Lately, it feels like documentaries are in a rush to capitalize on the next big scandal, whether it’s the mullet-cut world of Joe Exotic or the privileged attendees of the Fyre festival. The desire to create a guilty exposé of an unknown world can lead to stories where the scandal isn’t as obvious as the surrounding peculiarities. In other cases, like Amazon Prime Video’s “LulaRich,” a docuseries hits paydirt. Directors Jenner Furst and Julia Willoughby Nason — who, incidentally, directed Hulu’s “Fyre Fraud” documentary in 2019 — craft a thrilling, nightmarish story that combines elements of fashion, feminism, and fraud all in one beautiful package.
In 2018 the first major report on the multi-level-marketing company (MLMs), LulaRoe, was published in Bloomberg. The company, touting female empowerment through the selling of leggings and maxi skirts, was not only battling numerous lawsuits but several claims that they were a pyramid scheme. The story on its own sounds ridiculous. Setting the pyramid scheme aside, there were allegations that the company sold moldy, stinky leggings, their founder was ushering women down to Tijuana for gastric bypass, and designs that included a hamburger print in unfortunate places.
There’s a splashy brightness to all four episodes of “LulaRich” that gets at the heart of why so many (predominately) women wanted to join the company. Furst and Nason look at the companies origins and its enigmatic founders, DeAnne and Mark Stidham. The Stidhams are a picture-perfect couple and that emphasis on aesthetics runs deep from the first time they’re interviewed, when DeAnne worried about the composition of the rug while the two (very much unscripted) hold hands. Like most companies, DeAnne’s story of being a mother trying to make some money while raising 14 children is compelling and was at the heart of LulaRoe’s ethos: They were offering a chance for mothers to become entrepreneurs.
We’ve seen documentaries on pyramid schemes before, but with “LulaRich” the intent isn’t just to focus on the fraud, but how the company specifically targeted women. Several interview subjects mention the appeal of being able to make money while spending time with their children. Couple that with the rise of social media and the emphasis on FOMO, and it’s not surprising that LulaRoe was able to explode as Facebook Live and Instagram just started to take off. These women were early influencers of their day, selling leggings and making millions.
Furst and Nason do their homework, and much like “Fyre Fraud,” which investigated influencer culture, much is discussed about the history of MLMs. Names like Amway and Herbalife are discussed, as well as the thin line they skirt between legal and illegal practices. Videos from the Stidhams and their children, many of whom were in high-level positions within the company, show how often they were confused about whether they were a pyramid scheme or not, even discussing via Zoom how to reorganize the way bonuses were paid out to skirt around the issue.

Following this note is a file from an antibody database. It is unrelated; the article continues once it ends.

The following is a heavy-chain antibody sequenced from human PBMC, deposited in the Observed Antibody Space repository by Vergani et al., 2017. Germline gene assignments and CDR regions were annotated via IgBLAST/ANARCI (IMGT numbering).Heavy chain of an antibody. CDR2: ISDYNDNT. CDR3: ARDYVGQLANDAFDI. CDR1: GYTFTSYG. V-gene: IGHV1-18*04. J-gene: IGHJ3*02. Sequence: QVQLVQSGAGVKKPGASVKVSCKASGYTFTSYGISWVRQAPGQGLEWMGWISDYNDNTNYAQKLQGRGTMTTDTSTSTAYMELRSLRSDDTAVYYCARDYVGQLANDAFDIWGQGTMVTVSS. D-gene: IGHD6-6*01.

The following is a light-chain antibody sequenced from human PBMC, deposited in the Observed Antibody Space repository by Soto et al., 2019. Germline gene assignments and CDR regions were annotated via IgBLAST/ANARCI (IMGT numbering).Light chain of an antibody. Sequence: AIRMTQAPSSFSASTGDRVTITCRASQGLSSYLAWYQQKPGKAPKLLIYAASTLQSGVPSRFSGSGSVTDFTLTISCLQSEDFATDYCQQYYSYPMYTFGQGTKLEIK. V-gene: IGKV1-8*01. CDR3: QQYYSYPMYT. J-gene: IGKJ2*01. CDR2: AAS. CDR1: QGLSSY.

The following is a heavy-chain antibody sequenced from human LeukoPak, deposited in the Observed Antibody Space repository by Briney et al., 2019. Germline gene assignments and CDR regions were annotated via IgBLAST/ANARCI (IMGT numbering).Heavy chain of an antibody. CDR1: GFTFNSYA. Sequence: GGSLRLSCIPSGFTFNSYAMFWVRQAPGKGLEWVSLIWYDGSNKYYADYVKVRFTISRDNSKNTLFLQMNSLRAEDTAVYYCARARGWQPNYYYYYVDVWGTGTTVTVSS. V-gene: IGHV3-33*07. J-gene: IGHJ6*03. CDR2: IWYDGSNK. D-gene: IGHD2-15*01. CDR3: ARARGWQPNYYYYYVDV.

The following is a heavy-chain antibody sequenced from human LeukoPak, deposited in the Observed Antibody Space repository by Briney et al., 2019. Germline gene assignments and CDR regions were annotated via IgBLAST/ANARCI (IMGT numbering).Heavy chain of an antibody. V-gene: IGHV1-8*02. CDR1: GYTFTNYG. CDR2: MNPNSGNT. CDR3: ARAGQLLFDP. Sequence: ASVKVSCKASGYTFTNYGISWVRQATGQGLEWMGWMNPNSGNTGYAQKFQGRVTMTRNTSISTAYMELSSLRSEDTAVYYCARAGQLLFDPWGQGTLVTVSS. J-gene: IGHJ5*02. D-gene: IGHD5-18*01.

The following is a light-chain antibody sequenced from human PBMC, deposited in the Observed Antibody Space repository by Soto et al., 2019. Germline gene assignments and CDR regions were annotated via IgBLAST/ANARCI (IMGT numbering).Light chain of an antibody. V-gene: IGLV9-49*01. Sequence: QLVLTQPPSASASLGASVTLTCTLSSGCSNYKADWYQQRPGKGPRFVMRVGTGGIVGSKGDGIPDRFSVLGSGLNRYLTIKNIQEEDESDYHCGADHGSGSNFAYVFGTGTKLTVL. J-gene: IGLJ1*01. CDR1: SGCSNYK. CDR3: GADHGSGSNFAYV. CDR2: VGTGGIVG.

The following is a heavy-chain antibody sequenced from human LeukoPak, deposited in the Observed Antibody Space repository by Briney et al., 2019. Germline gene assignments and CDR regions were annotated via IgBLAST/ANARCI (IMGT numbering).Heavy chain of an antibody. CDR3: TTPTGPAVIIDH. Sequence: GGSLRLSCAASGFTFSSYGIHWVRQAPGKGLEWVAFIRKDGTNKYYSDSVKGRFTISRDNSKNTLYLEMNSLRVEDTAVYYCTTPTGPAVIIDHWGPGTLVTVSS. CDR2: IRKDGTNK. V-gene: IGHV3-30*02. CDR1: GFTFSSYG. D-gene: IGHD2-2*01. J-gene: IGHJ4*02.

Courtesy of Amazon Prime Video
If LulaRoe wasn’t a pyramid scheme, the bigger element “LulaRich” showcases is how inept the Stidhams were in creating a massive business. The Stidhams discuss how unprepared they were for success, but outside of that, it’s almost comical how their children emphasized how little they knew. One son talks about being there mainly to dance at parties, while a cousin who served as the company’s events entertainer was allegedly fired for seducing consultants. Many of their employees were also recruited with little know-how on customer service, with their head designer openly admitting that some artists stole designs straight from Google.
Of course, any great MLM starts to feel like a cult and while the horrors of “LulaRich” aren’t on the level of “The Vow,” there’s still a creepy element to everything. Former LulaRoe consultants discuss having to dress alike — it wasn’t enough to wear Chanel when you were working there — and conform to specific beauty standards. One consultant, after leaving the company, claims being told by DeAnne Stidham that she should consider sending her children to church. There’s definitely a weird humor to these interactions, but as Furst and Nason show, so much of the Stidhams’ views came from their own background. Not only are they Mormon, but DeAnne Stidham’s mother wrote a popular book on how women should comport themselves.
What keeps “LulaRich” so engaging is less the scandal and more how this culture became so popular. Many of the women, even after filing bankruptcy and getting divorced, opine about the sense of community they felt. For many of them, LulaRoe wasn’t about competition, it was about creating a world where women were in charge and could support each other.
Though not nearly as salacious as “Tiger King” or its ilk, “LulaRich” is still one of the juiciest docs of 2021 Snappy, intense, and thrilling, Furst and Nason craft a story you’d be willing to buy into, multiple times.
“LulaRich” premieres Friday, September 10 on Amazon Prime Video.